Hello… My name is Blake and I was raised near a small town in Southern Idaho. Our family owned a ranch on the Snake River, close to the town of Ashton and I learned to ride a horse almost before I could walk. Horses have always been a part of my life and I’ve been riding, training and working with them off and on since I was a teenager.
Over the past 50 plus years, I’ve learned that horses are a lot like people. Some are easier to teach or train than others… and some need to be worked with a little longer or in a different way. But, that being said, most horses are intelligent animals and almost all of them want to please you.
The majority of training problems occur when the trainer isn’t knowledgeable or smart enough to figure out a way to let the horse understand what the trainer wants him to do. Whatever it is you want to teach your horse, it requires you to have some measure of control over him. And, of all the things you teach your horse, I think the most important is for him to go where you want him to go.
Using neck reining to turn is like having a steering wheel on a horse. Without a ‘steering wheel’, you have no control over where you go. Neck Reining is one of the first fundamentals a western horse should learn. The horses ‘steering wheel’ is some type of bridle, side pull, bosal or hackamore with reins attached. The rider uses some form of these to control the horses movements.
The first horse I trained all by myself was a two year old appaloosa. He was super smart and I’m sure he taught me more than I taught him. One of the hardest things to get him to understand was how to neck rein. I began teaching him to rein using the direct or plow rein method. I pulled his head around in the direction I wanted him to go using the rein on that side. He caught on to that very quickly… but when I started to use the neck rein he became confused.
I tried every technique I had ever heard of, read about or was shown by knowledgeable trainers… any of which will work if you stick with them long enough. The one thing all trainers said about teaching neck reining, no matter who they were, was to have patience. Just keep working with the horse and if you gave them the same cue enough times they would learn. I did that… and eventually he learned to neck rein and do it very well… it just took much more time than I thought it should.
And with each new horse I trained, I noticed this same problem. Switching from using the direct rein to neck reining caused a period of confusion for the horse. I was sure the confusion was caused because I was giving him conflicting signals. I was asking him to turn one way while pulling his mouth and head in the other. I was sure there had to be a better way. If you’ve ever tried to teach a horse to neck rein I’m sure all of this sounds familiar. And you’re probably saying to yourself… okay, that’s the problem… is there a solution?
And the answer that that question is an emphatic yes!
For a horse, learning to neck rein isn't an instinctive process. But by keeping the training simple and avoiding confusion, most horses can be taught the basics of neck reining during the first day of training. In fact, I'd be very surprised if it even takes an hour. And every hour you save in training means more time you can enjoy... with family and friends... actually riding your horse.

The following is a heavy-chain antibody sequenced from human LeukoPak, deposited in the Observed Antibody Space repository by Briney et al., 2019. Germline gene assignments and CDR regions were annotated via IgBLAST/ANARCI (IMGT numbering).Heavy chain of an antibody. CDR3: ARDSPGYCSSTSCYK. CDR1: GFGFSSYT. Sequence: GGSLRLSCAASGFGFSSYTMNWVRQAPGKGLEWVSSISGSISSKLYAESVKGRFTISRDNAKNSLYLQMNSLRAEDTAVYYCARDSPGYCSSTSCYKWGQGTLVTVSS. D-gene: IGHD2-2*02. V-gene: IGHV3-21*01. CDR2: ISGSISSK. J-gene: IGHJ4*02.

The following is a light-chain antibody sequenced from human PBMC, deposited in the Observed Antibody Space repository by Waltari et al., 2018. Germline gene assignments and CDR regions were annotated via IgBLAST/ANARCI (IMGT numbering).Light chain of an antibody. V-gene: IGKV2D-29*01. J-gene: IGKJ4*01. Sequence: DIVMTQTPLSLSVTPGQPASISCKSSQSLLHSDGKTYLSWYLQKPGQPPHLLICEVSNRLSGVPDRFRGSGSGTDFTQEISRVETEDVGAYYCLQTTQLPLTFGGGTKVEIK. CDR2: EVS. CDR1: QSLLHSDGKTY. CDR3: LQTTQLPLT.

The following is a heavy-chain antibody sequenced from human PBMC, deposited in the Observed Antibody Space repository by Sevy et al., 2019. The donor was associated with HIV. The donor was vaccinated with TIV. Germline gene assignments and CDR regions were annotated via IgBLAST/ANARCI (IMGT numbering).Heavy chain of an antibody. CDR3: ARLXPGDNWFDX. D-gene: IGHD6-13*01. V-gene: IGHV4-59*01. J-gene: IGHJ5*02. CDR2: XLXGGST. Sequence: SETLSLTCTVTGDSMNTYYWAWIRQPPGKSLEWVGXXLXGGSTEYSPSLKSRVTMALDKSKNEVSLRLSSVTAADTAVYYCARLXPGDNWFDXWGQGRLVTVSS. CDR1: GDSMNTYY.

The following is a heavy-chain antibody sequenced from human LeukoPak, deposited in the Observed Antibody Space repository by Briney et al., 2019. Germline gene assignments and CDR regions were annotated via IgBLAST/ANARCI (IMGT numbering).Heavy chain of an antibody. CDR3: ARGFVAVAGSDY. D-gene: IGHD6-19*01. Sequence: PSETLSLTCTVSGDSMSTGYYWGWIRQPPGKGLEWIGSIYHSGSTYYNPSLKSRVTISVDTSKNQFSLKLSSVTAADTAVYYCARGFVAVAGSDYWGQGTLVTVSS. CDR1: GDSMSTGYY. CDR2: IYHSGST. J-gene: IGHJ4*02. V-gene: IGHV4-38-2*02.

For a horse, learning to neck rein isn't an instinctive process. But by keeping the training simple and avoiding confusion, most horses can be taught the basics of neck reining during the first day of training. In fact, I'd be very surprised if it even takes an hour.
And every hour you save in training means more time you can enjoy... with family and friends... actually riding your horse.
The Neck Reining Trainer will save you hours of training time... plus you will enjoy the satisfaction of doing the job yourself. Even if you have the money to hire someone else to do it... doing it yourself gives you a sense of accomplishment that money can't buy. Looking at a horse you trained and being able to say... 'I did that... and I did a dang good job of it too.' ...can't be measured in dollars.
You will even be able to teach colts and yearlings to neck rein before they are old enough to ride. This is an excellent training system to use on colts and yearlings as you begin their initial round pen training. Wouldn't it be nice if by the time they were old enough to begin riding, they had already learned the basics of neck reining? Using this system they respond to the neck rein the very first time they are ridden.
You will eliminate frustration for both you and your horse. When you use the Neck Reining Trainer your horse must respond. If you follow the simple steps I will show you... this system is so easy your horse can't do it wrong... and neither can you. Just remember, your horse usually wants to do what you would like him to do. And he already knows how to turn... you just need to have the tools to teach him when to turn and which way to go... and to do it when YOU want him to.
This system also works on horses who have been ridden but not taught to neck rein. And it works on horses who have been taught to neck rein… but who just haven’t quite figured out what you’re trying to get them to do.
Within just a few minutes your horse will be turning as soon as pressure is applied to his neck. Because of the way the system works, it will be the instinctive thing for him to do.